Images—religious, military, national or political have nothing precise or rational in their make-up. A political image is created by a thousand-and-one vague impressions gained from speeches, articles (and even catchy phrases remembered out of context), the personal appearance and integrity (real or assumed) of the politicians, and the manner and methods of presenting promises to the electorate. The practiced politician is aware of this, and seeks more to create a favourable image than to present a coherent political programme. The measures presented must likewise have quick appeal, the thoughtful must make way for the sensational. The image which Labour built was of the working-man turned politician who by a judicious use of Parliament would strike a blow for the workers against the forces of exploitation and oppression. Labour became the embodiment of “Us.” “Them” being not just the ruling class, but the whole Establishment, right down to the foreman. With this image Labour could rely on millions of votes from embittered workers who were never sufficiently politically aware to state any specific revolutionary aims.

In furtherance of this image, Labour became a political Father Christmas offering something to every shade of radical, reforming opinion. A political pap, made of Reformism, Fabianism, Pacifism, Nationalisation, Cooperation, Patriotism and Christianity, provided a diet for everybody—almost. This diet may not be very nourishing, but the promise of working-class victory was enough to blind many to Labour’s defects. Five-and-a-half years of Labour Government helped to disillusion many, but the malaise of the Labour Party goes deeper. Times have changed, and the changed attitudes of workers are posing a big problem for Labour. It seems that in an era of full employment their message has become irrelevant. Since 1950, they have had difficulty in finding a policy that marked them off from the Tories. A rather damaging thing to say about a party whose prominent members are fond of talking about “Principles of Social Democracy”; “Public Ownership”; and “Co-operative Commonwealth.” Big words, and words that are extremely obscure as used by the Labour Party. They have in any case lost a lot of their old appeal, and Labour might as well drop them.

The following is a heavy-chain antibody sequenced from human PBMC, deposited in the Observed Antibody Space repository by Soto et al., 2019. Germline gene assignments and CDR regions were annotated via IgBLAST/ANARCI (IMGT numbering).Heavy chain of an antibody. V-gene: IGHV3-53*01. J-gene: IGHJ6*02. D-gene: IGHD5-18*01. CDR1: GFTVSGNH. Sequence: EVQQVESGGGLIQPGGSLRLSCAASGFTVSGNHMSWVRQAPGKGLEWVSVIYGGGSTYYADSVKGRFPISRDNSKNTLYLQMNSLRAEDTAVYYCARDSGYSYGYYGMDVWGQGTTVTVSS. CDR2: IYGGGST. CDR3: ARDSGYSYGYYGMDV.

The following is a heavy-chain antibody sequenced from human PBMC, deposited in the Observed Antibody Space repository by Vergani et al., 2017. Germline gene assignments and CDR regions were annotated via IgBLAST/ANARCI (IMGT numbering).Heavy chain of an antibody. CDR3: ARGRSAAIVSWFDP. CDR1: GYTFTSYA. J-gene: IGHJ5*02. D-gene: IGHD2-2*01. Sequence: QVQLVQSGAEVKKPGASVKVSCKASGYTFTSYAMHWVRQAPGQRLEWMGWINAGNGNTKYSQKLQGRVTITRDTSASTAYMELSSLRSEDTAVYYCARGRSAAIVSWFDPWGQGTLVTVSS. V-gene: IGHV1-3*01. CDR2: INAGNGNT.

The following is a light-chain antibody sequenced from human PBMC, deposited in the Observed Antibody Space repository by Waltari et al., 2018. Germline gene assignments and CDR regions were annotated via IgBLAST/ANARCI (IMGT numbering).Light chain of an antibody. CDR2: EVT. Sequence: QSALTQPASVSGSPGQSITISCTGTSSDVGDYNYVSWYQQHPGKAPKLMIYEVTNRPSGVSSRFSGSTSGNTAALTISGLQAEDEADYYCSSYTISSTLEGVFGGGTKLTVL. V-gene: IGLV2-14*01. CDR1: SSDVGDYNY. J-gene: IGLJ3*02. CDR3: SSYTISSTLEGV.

The Rise of the “Middle Class”
It is the spread of what is called the “middle class” and its ideals that has so much changed the character of British Politics. “Middle Class” is not a valid term in the economic sense; the middle class or rising Capitalist class of Marx’s day have vanished from the scene. A rough definition of them today would be “all those members of the working class who, for reasons of tradition, snobbery and aspiration, identify themselves with Capitalism and its institutions.” They are a part of the Establishment; seeking social solidarity in the pretences that their employments are valuable and that they form the backbone of society. The correct ethics and morals must be observed, the correct sort of clothes worn, and the right sort of house occupied. Income is to some extent secondary, though the most lowly-paid workers cannot qualify. The £12 a week clerk is frequently “middle class” in outlook, while better paid workers on bench or machines are usually “working class.” “Middle class” aims and aspirations are however becoming more widespread, even among Labour’s traditional supporters.